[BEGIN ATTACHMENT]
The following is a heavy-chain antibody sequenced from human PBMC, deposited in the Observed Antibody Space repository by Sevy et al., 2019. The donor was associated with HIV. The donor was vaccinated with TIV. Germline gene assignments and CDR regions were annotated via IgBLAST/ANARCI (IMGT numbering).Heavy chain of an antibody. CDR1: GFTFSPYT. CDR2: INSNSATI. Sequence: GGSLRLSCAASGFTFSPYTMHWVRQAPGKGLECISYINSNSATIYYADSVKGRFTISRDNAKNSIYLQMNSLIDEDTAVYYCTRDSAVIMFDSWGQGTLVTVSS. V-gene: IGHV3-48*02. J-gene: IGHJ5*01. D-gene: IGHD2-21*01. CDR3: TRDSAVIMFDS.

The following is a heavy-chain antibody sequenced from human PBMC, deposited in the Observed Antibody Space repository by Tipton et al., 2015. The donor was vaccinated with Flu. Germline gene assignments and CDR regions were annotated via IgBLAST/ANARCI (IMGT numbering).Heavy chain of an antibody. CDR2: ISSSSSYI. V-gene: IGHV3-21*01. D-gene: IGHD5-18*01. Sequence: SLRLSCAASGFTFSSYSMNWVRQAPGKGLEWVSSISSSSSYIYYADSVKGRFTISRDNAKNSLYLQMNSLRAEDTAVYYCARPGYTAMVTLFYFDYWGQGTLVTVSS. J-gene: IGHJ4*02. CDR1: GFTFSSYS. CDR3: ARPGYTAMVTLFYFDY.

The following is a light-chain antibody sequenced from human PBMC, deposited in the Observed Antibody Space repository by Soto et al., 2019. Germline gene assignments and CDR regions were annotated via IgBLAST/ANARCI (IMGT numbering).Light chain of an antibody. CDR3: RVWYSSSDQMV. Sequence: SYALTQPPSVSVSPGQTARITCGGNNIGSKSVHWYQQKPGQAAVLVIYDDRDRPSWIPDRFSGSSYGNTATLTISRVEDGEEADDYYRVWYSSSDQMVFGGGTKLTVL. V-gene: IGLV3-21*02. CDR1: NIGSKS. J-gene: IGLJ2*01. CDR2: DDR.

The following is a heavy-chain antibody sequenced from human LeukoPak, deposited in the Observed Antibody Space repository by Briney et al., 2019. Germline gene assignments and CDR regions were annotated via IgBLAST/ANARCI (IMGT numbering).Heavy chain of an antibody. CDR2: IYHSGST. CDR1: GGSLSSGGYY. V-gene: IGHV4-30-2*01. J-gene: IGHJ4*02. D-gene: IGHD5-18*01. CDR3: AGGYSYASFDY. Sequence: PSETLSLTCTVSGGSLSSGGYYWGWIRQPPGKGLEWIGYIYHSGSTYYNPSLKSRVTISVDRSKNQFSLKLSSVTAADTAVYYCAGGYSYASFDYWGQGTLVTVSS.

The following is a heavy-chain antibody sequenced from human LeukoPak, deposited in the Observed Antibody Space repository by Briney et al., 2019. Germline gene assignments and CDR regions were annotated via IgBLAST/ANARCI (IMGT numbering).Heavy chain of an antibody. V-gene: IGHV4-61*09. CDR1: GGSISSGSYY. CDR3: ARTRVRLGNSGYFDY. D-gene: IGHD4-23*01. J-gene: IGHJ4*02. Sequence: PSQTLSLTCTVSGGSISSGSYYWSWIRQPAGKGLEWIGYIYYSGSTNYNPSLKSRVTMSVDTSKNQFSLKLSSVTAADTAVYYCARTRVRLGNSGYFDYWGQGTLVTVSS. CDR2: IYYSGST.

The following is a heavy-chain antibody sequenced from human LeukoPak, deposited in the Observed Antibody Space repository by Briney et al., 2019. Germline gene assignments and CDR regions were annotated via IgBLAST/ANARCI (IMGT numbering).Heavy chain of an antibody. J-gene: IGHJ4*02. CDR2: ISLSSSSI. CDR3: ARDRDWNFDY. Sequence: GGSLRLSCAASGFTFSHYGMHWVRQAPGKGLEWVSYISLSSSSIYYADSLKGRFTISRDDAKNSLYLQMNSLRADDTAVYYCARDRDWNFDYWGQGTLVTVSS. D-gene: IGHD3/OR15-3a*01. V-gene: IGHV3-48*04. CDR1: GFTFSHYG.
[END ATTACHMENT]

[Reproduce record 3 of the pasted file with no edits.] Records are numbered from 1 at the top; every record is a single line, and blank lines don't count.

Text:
The following is a light-chain antibody sequenced from human PBMC, deposited in the Observed Antibody Space repository by Soto et al., 2019. Germline gene assignments and CDR regions were annotated via IgBLAST/ANARCI (IMGT numbering).Light chain of an antibody. CDR3: RVWYSSSDQMV. Sequence: SYALTQPPSVSVSPGQTARITCGGNNIGSKSVHWYQQKPGQAAVLVIYDDRDRPSWIPDRFSGSSYGNTATLTISRVEDGEEADDYYRVWYSSSDQMVFGGGTKLTVL. V-gene: IGLV3-21*02. CDR1: NIGSKS. J-gene: IGLJ2*01. CDR2: DDR.